After that I went back to battling the problem of making the level constraints. I decided to switch to using only mesh collision as it is already provided by Unity. However, since I had made my movement code completely separate and not based on Unity’s physics engine, I got a lot of twitching and shaking when implementing collision. I had to go back to the collision handling several times for small fixes and fine tuning during the rest of the development time, and I never got it just right before the deadline, sometimes it freaks out. *I think* I fixed it in the post-compo update, but to be more certain I would have to make movement physics based.
I long for the day when I no longer will have any problems whatsoever when implementing collision handling. Ha ha.
I then decided to get the textures for the Gryphalope and the fly-monster done. As I had grown quite weary of wrestling with ill-behaving code, it was a nice change to just draw for a while. I found a really good reference picture on Wikipedia for drawing the wings.
Yay, colours! =D
I now had 7 hours to go, and so much left to do.
I decided I had to start making something that could pass as a level, instead of the randomly placed boxes. The level ended up of consisting of only one mesh, duplicated, rotated and scaled in different ways. I began by making a tube in Blender, subdivided it like crazy and began sculpting tree-like grooves and roots into it.
After one and a half hour of sculpting and painting, I had this:
I then began making some sound effects for the game, using Bfxr. I also started the long overdue task of completing the game over- and victory-states. To sweeten the menus I implemented my own button system, so I could easily animate them and make them compatible with gamepad thumbsticks. I wanted to make the game totally playable using only a gamepad.
When making these end-states I got the idea to present all the monsters the player had killed, by lining thumbnails of them up, kind of like how it is presented in Spelunky between levels. I figured that this could then be expanded into showing some kind of score based on kills and loot. I never got the time to implement more than the line of thumbnails though.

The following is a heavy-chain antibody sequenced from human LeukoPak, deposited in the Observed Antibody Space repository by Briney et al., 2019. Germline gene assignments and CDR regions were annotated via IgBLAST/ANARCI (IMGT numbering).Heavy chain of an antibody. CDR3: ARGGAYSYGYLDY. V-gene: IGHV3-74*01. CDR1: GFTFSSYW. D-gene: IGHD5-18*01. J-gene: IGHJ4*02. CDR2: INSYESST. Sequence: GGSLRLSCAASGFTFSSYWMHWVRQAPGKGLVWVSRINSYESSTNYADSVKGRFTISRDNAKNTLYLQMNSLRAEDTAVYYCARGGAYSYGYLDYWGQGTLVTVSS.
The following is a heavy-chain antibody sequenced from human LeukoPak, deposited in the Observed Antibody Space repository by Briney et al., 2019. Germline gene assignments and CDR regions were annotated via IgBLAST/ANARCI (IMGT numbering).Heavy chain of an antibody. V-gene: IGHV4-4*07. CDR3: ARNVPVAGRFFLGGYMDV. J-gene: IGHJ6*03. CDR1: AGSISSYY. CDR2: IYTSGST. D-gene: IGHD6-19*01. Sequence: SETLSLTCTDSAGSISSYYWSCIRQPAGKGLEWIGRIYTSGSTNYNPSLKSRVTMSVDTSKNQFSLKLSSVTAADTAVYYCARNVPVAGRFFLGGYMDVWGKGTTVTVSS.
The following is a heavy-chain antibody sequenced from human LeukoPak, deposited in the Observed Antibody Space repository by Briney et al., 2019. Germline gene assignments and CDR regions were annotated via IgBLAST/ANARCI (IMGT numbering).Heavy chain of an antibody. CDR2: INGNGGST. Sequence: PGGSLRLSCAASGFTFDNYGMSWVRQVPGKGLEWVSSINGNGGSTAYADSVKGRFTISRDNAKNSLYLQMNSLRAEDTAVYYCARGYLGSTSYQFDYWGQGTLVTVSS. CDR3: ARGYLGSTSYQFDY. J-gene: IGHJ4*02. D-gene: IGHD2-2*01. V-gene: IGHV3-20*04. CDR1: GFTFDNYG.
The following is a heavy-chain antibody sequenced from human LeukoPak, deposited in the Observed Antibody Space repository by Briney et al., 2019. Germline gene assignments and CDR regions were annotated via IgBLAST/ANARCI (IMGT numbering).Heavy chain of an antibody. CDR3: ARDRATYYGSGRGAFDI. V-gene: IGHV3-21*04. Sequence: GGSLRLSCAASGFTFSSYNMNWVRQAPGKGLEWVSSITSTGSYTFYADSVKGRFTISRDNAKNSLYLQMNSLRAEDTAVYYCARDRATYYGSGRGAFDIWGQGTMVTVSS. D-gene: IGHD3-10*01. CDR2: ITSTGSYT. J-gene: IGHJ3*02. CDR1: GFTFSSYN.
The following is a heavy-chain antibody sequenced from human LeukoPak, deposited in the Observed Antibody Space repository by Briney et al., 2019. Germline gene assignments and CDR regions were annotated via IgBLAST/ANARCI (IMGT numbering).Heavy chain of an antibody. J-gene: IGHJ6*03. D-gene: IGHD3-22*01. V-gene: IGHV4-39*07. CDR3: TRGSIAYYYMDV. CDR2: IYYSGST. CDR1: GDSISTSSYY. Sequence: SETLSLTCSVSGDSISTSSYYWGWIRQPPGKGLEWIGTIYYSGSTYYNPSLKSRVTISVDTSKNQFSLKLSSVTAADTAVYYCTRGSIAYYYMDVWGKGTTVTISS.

With game over- and victory-screens done, the big crunch began.
During the last three hours I made a title screen, particle effects, rigged and animated the main character, “designed” a level, created music (thanks, inudge), playtested, squashed some minor bugs, and uploaded.
I was pretty happy with the end result, it being my first Ludum Dare, and all. The game ended up with pretty nice looking visuals but suffered from a lack of gameplay. It was great to get such a large amount of good feedback from the community, and it helped and spurred me to make and release an updated version.
What went right
- Going for a component based architecture.
- Getting all the core mechanics done by day 1.
- Reusing the same mesh for the whole level.
- Getting the spline system done pretty quickly.
- Actually managing to make some simple music(first time I made my own music).
- Having some friends over during the compo, kept me sane.
- Right amount of food and sleep. ^^
- Managed to make something playable. Next time: something enjoyable.
What went wrong
- Spent too much time making the main character.
- Spent even more time wrestling with collision handling. >.<
- Ended up not really needing the splines for the simple level that I made. (May come in handy later on though)
- Got some performance issues in the game on some computers.
- Realised after the deadline just how dark the game actually turned out, and how sluggish the movement was.
- Never got the time to make a pretty HUD.
- The project might have been a little too ambitious for being my first LD, it was hard to predict what to prioritise in only 48 hours.
- I should’ve brainstomed some more to make something a little more connected to the theme, and more innovative.
You can visit the entry page here, and play/rate the compo version. Web and download available.
Updated post-compo version
Click here to play the updated version if you’ve rated the original.
All in all, the compo was a great experience and I felt that I learned a lot, and as usual; still so much to learn. =D I’m really looking forward to the next compo!
And this concludes my post mortem, kudos to you if you read it all!
If you still got some energy left, and if I managed to pique your interest, please give the game a go, and I’m very thankful for all feedback and constructive criticism. If there’s enough interest I’ll probably keep working on it.
Thank you for your time.
This was my first time participating in Ludum Dare, and it was an awesome and fun experience. I wasn’t aware of that I was able to get so much work done in that short amount of time!
And here’s the timelapse: